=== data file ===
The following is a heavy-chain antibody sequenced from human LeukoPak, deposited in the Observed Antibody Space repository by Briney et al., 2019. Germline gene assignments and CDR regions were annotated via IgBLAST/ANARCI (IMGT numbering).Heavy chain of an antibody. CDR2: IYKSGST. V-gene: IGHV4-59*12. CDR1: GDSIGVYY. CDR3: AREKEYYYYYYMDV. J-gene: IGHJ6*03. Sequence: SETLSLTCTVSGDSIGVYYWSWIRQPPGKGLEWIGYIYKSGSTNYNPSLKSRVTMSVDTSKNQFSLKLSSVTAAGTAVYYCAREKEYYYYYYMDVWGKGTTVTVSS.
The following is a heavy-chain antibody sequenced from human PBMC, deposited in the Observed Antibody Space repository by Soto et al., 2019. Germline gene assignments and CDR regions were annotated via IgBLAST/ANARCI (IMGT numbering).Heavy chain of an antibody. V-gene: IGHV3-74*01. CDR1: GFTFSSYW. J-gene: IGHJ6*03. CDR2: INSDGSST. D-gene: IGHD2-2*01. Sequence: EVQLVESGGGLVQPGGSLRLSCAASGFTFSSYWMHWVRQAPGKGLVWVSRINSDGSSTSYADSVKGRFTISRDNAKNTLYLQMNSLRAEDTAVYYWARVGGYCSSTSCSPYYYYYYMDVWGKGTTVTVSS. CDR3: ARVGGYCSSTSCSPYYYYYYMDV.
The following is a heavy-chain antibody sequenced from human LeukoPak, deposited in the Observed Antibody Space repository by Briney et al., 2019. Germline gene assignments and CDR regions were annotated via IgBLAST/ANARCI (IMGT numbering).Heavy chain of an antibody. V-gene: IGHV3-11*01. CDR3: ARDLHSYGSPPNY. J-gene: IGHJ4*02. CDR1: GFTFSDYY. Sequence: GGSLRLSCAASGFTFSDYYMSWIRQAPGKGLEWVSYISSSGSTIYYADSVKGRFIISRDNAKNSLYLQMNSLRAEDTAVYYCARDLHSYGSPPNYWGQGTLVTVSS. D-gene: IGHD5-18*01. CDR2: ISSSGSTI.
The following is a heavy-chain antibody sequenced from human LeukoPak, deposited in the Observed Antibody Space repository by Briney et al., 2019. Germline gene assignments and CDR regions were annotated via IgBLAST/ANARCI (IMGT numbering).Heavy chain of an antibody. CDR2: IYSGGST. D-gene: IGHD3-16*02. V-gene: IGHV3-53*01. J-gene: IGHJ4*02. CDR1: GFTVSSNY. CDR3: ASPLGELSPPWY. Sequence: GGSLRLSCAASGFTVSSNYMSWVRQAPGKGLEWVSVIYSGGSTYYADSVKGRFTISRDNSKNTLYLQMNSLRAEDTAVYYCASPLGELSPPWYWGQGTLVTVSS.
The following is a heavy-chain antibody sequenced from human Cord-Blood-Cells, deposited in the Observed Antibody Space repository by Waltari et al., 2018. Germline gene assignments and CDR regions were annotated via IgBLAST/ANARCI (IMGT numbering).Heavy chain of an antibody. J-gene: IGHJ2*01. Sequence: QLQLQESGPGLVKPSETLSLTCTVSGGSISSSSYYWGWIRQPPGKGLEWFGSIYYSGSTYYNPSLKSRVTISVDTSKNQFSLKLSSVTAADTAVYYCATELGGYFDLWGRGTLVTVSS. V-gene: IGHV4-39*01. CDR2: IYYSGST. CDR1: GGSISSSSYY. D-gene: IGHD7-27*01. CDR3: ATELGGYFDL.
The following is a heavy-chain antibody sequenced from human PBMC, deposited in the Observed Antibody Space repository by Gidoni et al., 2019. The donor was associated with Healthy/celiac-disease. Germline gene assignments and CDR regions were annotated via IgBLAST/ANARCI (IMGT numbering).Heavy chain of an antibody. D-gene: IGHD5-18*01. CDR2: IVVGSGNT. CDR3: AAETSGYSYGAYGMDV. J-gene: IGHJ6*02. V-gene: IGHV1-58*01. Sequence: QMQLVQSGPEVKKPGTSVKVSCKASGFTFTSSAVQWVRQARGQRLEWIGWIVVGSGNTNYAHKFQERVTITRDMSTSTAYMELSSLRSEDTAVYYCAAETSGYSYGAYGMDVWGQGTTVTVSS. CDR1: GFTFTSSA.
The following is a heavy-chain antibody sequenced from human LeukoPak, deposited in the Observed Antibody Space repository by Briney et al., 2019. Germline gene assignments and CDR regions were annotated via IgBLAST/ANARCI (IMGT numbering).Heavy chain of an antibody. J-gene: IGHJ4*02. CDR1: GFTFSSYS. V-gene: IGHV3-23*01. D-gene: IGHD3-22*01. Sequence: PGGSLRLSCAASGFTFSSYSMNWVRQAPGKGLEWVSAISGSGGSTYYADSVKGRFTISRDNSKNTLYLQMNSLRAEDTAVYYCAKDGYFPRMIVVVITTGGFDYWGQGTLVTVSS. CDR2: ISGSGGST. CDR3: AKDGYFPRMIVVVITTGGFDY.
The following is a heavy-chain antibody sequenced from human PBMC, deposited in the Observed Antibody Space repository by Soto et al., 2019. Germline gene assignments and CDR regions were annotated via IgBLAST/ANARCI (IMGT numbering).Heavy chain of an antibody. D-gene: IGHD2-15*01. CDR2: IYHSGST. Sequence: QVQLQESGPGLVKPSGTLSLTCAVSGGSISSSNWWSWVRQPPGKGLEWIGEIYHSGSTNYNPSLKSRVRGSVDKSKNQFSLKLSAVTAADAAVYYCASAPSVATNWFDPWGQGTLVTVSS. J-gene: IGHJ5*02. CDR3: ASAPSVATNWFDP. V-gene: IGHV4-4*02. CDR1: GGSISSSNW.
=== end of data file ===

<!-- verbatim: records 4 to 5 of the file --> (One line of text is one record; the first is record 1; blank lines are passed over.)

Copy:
The following is a heavy-chain antibody sequenced from human LeukoPak, deposited in the Observed Antibody Space repository by Briney et al., 2019. Germline gene assignments and CDR regions were annotated via IgBLAST/ANARCI (IMGT numbering).Heavy chain of an antibody. CDR2: IYSGGST. D-gene: IGHD3-16*02. V-gene: IGHV3-53*01. J-gene: IGHJ4*02. CDR1: GFTVSSNY. CDR3: ASPLGELSPPWY. Sequence: GGSLRLSCAASGFTVSSNYMSWVRQAPGKGLEWVSVIYSGGSTYYADSVKGRFTISRDNSKNTLYLQMNSLRAEDTAVYYCASPLGELSPPWYWGQGTLVTVSS.
The following is a heavy-chain antibody sequenced from human Cord-Blood-Cells, deposited in the Observed Antibody Space repository by Waltari et al., 2018. Germline gene assignments and CDR regions were annotated via IgBLAST/ANARCI (IMGT numbering).Heavy chain of an antibody. J-gene: IGHJ2*01. Sequence: QLQLQESGPGLVKPSETLSLTCTVSGGSISSSSYYWGWIRQPPGKGLEWFGSIYYSGSTYYNPSLKSRVTISVDTSKNQFSLKLSSVTAADTAVYYCATELGGYFDLWGRGTLVTVSS. V-gene: IGHV4-39*01. CDR2: IYYSGST. CDR1: GGSISSSSYY. D-gene: IGHD7-27*01. CDR3: ATELGGYFDL.